Yes, this kind of family life is a cross to bear, and it requires forgoing much that we may well desire.  In our age of internet pornography, promiscuity, and routine divorce, there is not much today that supports the holiness of marriage and family.  We face great struggles in fulfilling our calling to confess Jesus Christ as Lord with integrity each day in a world that worships pleasure, wealth, and selfishness.   Fortunately, the Holy Spirit strengthens us all to take up our crosses, which means confessing our Lord each day of our lives in all we say and do.  If we will do so, then we will open ourselves to His mercy and know already the peace and joy of a Kingdom not of this world together with all the saints who have gone before us.


Wednesday, June 3, 2015

REVIEW: An Orthodox Response to “Same-Sex Unions” from Fr. Joseph Huneycutt

June 3, 2015 by  

What is the relationship between morality and the Eucharist? Do our actions, outside of the church building, define who we are in Christ? Essentially, does our bodily relationship with self and others affect our communion with the Other? These are the issues addressed by Fr Philip LeMasters in his book, Toward a Eucharistic Vision of Church, Family, Marriage and Sex. Given that “same-sex unions” is the hot topic of the day, this review will center on chapter six of the book.
Midway down the opening paragraph of the chapter, “An Orthodox Response to ‘Same-Sex Unions,’” we read: “The question of Christianity’s proper stance on homosexuality is the most controversial and divisive issue facing churches in North America today” (p.79). This is a quote with which few Christians can quibble. Fireworks among foes and arm wrestling among friends might be found further down the page:
There is no question about the teaching of the Orthodox Church on homosexuality; namely, sexual relations between persons of the same sex are “sinful and contrary to God’s will. Orthodoxy maintains the living Tradition of the Church on the question of homosexuality. The Scriptures, writings of the Father, lives of the Saints, and the Liturgy provide no basis whatsoever for the endorsement of sexual relations between two people of the same sex under any circumstances. Consequently, there is no debate on this question in the Church (p.79).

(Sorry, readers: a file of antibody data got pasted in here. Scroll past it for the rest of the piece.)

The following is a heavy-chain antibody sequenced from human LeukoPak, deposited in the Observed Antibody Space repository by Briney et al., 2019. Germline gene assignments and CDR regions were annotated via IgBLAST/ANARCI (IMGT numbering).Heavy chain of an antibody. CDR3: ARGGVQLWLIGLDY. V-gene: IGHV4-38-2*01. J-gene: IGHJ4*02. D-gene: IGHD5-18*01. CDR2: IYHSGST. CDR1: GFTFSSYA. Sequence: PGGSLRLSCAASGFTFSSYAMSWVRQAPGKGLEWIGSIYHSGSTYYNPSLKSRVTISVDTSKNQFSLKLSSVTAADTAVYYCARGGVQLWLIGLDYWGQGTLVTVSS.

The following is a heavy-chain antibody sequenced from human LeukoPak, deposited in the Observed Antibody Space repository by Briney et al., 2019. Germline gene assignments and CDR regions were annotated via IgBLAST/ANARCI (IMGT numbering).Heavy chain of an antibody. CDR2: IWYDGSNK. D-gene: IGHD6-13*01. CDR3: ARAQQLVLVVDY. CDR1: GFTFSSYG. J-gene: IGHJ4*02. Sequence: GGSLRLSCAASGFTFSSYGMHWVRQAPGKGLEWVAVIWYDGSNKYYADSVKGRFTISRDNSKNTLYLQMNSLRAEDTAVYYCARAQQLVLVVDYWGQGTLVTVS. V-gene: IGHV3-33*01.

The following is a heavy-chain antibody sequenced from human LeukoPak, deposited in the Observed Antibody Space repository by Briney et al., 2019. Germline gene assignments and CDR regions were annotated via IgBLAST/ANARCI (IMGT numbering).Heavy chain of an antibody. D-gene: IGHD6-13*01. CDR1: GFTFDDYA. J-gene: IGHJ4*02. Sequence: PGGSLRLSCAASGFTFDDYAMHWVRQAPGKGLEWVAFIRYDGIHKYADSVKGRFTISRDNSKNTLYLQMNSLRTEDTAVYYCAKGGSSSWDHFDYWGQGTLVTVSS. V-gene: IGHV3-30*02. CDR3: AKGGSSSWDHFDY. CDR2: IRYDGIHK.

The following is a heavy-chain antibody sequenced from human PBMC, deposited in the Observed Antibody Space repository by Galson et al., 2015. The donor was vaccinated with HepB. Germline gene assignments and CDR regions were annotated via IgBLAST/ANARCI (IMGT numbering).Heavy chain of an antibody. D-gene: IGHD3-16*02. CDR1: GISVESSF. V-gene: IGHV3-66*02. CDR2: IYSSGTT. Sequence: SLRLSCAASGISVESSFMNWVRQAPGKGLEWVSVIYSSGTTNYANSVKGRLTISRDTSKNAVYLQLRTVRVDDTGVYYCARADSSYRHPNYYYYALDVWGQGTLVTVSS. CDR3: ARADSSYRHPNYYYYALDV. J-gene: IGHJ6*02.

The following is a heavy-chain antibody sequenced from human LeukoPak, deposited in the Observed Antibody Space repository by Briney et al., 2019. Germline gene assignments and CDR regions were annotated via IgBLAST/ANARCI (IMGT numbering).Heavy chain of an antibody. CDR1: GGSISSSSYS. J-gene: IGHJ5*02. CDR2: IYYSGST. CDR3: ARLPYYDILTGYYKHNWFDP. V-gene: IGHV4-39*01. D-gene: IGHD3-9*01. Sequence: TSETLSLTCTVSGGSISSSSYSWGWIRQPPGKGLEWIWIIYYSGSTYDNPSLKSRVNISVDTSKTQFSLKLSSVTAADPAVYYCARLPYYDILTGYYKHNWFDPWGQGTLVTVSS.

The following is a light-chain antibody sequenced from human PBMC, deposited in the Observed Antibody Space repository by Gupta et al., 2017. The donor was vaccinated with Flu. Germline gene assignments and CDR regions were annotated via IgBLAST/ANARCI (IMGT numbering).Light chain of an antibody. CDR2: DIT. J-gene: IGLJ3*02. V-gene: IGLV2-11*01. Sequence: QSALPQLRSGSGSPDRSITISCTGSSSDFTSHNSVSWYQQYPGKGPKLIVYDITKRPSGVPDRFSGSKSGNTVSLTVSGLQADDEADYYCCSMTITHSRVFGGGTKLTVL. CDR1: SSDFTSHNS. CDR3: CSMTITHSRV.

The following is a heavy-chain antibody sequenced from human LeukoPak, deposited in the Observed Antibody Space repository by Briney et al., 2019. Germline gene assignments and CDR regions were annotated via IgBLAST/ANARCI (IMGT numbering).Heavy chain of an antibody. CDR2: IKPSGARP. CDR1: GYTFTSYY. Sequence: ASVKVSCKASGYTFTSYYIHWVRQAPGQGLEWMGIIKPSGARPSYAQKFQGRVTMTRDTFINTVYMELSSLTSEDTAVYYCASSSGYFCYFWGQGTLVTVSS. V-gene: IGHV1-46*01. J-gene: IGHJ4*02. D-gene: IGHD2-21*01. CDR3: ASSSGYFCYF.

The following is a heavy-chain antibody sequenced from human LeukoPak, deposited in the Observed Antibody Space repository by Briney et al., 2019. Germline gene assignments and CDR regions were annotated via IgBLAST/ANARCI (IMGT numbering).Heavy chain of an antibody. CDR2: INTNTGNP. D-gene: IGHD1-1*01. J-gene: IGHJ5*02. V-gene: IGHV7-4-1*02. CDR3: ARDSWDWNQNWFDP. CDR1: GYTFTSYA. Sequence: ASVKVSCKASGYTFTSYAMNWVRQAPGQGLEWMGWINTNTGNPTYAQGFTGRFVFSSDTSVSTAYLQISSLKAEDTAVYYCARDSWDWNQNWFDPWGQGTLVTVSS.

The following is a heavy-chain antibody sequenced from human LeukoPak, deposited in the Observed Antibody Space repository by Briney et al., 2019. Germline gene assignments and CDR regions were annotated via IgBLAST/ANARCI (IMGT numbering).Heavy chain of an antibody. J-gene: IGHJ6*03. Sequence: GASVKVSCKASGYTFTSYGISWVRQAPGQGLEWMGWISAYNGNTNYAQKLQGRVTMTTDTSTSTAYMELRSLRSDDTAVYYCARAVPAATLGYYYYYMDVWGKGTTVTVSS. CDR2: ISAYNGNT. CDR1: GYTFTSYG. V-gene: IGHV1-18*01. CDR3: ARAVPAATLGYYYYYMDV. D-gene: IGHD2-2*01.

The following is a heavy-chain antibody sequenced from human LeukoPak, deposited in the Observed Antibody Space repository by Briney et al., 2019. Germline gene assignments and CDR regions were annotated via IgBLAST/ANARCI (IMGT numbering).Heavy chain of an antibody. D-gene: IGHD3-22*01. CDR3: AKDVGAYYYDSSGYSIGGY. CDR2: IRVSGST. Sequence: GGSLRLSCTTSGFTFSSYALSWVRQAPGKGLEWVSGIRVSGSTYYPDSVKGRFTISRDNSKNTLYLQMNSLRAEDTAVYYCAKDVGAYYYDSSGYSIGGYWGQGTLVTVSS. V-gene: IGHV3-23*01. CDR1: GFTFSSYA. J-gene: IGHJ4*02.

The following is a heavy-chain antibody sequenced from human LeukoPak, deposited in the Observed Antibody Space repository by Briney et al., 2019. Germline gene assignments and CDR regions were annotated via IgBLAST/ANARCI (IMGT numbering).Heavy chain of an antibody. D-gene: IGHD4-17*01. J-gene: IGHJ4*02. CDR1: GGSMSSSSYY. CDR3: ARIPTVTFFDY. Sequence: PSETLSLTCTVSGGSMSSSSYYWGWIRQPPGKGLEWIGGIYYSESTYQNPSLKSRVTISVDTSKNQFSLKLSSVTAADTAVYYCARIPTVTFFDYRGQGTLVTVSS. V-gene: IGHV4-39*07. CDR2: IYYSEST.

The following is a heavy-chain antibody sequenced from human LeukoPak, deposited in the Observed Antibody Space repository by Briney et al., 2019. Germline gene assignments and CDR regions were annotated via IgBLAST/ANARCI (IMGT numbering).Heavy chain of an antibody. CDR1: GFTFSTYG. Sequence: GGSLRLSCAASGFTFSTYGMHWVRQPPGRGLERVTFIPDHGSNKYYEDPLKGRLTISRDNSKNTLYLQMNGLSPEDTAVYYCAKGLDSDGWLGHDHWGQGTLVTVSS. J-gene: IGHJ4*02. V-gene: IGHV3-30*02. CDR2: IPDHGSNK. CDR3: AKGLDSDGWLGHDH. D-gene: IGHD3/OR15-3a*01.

Much has changed in America in the ten years since the book, Toward a Eucharistic Vision of Church, Family, Marriage and Sex, was published (2004). For instance, in an Illinois Senate Debate that year, Barak Obama stated, “I don’t think marriage is a civil right.” He went on to state that gay people have rights …but marriage was not among them.[1]
One need not be a political news junkie to understand that Obama’s views have changed. When running for President in 2008, Candidate Obama stated: “I believe that marriage is the union between a man and a woman.”[2] On May 9, 2012, Obama told an interviewer that he supported same-sex marriage.[3] Then, in 2015, one reads: “Calling state bans on same-sex marriage ‘incompatible with the Constitution,’ the Obama administration Friday filed a brief at the U.S. Supreme Court in support of couples who are making challenges in Kentucky, Michigan, Ohio and Tennessee.”[4]
Granted, Toward a Eucharistic Vision of Church, Family, Marriage and Sex is not about politics or the evolving belief of the President of the United States. But with such attention directed from the nation’s “bully pulpit,” is it any wonder that many Americans – even those within the Orthodox Church – are questioning the Church’s teaching on human sexuality?
Traditional media outlets – radio, television, movies – and, especially, social media, not to mention politically-correct public school systems, have indoctrinated the next generation of Americans with the notion that love knows no boundaries, and neither should laws regulating marriage. The speed at which we have reached this erroneous notion is dizzying. These days, to question this mandated mantra is viewed as backward, hate speech, bullying. It is for this reason that this book, especially the chapter on “same-sex unions” is a must read by those who seek to understand why the Church believes as She does.
Detailing commonly heard arguments of “orientation” and even citing those who make a good case for the same, LeMasters lays out the timeless position of the Church that “a homosexual relationship is [incapable] of bringing human beings to participation in the Trinitarian love of God in ways that are truly parallel to marriage between a man and a woman” (p.81). The foundation of God-pleasing union detailed throughout the book is our union with God in the Eucharist. With this in mind, LeMasters asks, “Is a homosexual relationship of the sort that may be a foretaste of the Wedding Feast of the Lamb?” (p.81) He is here referring to the eschatological imagery which permeates the Church’s scriptural witness:
From Genesis through Revelation, there is a continuity of God’s purposes for the man-woman relationship that is a unique means of our participation in the life of the Trinity. When man and woman die to self in the conventional love of marriage, they live eucharistically and participate in the very life of God, even as they prepare for the Kingdom. The fulfillment of God’s intentions for our nature as man and woman is possible only in Christian marriage. Hence, relationships which do not fulfill our nature as man and woman before God may not be instruments of grace or a means of participating in God’s reign. For this to happen, grace would have to become the foe of creation; in a dualistic fashion, nature and grace would then be enemies, rather than dynamic categories which together shed light on our standing before God as creatures who have strayed from the Lord’s purposes for us and who need a spiritual healing which is beyond our own ability to effect. Manachaean dualism once more would rear its ugly head” (p.85).[5]